8 tips on how to lower total cost of equipment ownership

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equipment ownership costs

Every job, machine and application is different – but there are a few worldwide things you can do with every piece of equipment to make its operation more handy and cost effective. Here are 8 tips that can have a direct effect on your account.

  1. Control idle times:
    Contractors can save a considerable amount of money in fuel costs and long-term engine expenses by merely reducing engine idling. Excessive idling is a drain on fuel and adds needless/non-productive hours to the engine, cutting its life and wasting the machine’s warranty.
  2. Properly exploit/deploy fleet:
    For larger fleets, it may be easy to “lose track” of a machine. There may be a backhoe sitting idle at Jobsite 1. Jobsite 2 may have a need for a backhoe, but is oblivious that one sits idle at another jobsite. This can help you better deploy equipment and cut pointless equipment rental/purchases when you think you are in need of another machine but in fact have the assets sitting somewhere else, ready to go.
  3. Working features/services into purchase:
    Cautiously weigh first purchase/package prices vs. the cost it may take to add that feature at a later date. Also significant to note: factory fit features usually present/equate to factory quality and warranty.
  4. Planned maintenance contract:
    A planned maintenance contract, can save contractors a significant amount in time and cost savings. All a contractor worries about is fueling and greasing the machine for the first 3,000 hours. The dealer carries out all other preventive maintenance activities.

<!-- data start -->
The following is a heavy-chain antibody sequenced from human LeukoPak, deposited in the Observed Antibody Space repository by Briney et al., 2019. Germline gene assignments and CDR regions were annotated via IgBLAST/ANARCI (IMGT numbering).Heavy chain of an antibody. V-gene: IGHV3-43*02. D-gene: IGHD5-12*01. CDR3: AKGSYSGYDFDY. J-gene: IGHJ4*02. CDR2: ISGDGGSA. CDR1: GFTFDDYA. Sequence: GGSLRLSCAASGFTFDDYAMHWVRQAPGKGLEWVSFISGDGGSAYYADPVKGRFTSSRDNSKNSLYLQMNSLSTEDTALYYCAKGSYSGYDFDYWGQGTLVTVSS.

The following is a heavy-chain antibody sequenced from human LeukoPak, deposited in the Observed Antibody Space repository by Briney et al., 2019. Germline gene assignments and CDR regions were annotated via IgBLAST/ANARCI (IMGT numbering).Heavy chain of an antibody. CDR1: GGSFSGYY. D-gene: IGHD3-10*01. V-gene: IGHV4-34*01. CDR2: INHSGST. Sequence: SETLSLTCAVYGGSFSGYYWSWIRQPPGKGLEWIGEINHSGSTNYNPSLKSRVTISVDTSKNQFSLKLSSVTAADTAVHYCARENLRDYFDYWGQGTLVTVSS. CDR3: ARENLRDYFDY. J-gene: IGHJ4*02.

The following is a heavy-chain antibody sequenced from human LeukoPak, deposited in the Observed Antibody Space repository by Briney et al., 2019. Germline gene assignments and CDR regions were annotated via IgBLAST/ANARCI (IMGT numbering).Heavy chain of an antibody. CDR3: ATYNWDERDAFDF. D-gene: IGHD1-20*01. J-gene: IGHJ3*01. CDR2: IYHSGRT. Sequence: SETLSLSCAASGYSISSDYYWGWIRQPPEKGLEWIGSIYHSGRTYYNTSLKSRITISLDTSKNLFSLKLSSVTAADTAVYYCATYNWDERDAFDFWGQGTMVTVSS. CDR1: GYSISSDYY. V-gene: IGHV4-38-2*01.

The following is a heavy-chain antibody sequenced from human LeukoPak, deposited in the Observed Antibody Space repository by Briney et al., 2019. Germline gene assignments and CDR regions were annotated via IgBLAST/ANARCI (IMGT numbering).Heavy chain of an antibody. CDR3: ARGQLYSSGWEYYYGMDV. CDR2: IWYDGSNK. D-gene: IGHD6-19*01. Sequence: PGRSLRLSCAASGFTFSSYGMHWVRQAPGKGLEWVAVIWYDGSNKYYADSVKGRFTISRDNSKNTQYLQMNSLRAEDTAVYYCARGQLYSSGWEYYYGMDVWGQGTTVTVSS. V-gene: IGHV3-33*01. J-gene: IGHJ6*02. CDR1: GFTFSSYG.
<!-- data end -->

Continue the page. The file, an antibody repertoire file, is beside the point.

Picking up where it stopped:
5. Machine control:
    Machine control can seem frightening at first, but it presents an affluence of rewards for contractors large and small. Machine control lowers owning and operating costs in a number of ways: greater quality and productivity (doing the job right the first time), more precisely calculated material costs, permits for less wear and tear on equipment, cuts the training window for new operators, and slash on time and manual labor for associated activities, such as re-staking a site.
  6. Remanufactured parts:
    The practice of OEMs remanufacturing parts has grown significantly in current years, and has changed to take in thousands of parts and components in stock that can be shipped to equipment dealers upon request. This can be a important benefit for fleet managers as they race against the clock to get equipment back up and running. That’s the first benefit: Rather than having a machine “down” while a major component is rebuilt, or having to rent a replacement machine in its place, the customer can buy a remanufactured part and have it installed right away upon receipt. Remanufactured parts come ready to install and can considerably lower downtime and repair costs.

Another benefit of a remanufactured part is purchase price. Depending on the part and the     machine, a remanufactured part can cost up to 40 percent less than a similar new part – all   without forfeiting quality. Remanufactured parts can also feature warranties that are better   than what a rebuilt part can provide, and may meet or surpass other OEM warranties. This     provides fleet managers with peace of mind and protection against added costs during the     life of the warranty.

  1. Operator practices:
    Operators can be trained in a number of ways to help decrease equipment expenses plus ways to decrease idle time, operating the machine in a mode that puts the slightest amount of wear and stress on an undercarriage, and proper use of machine controls and functions to optimize fuel efficiency. Recognizing and limiting “rowdy” or unsafe driving practices is also significant to decrease probable damage to the machine and the jobsite.
  2. Outfit machines to handle all applications it may meet:
    Whether it’s an attachment you usually use or a machine feature that gives you a little extra lift or digging power, don’t leave your machine undermanned for the work ahead. Fully comprehend the scale of your work, and estimated work, so that you’re not renting or purchasing additional equipment to reimburse.

 

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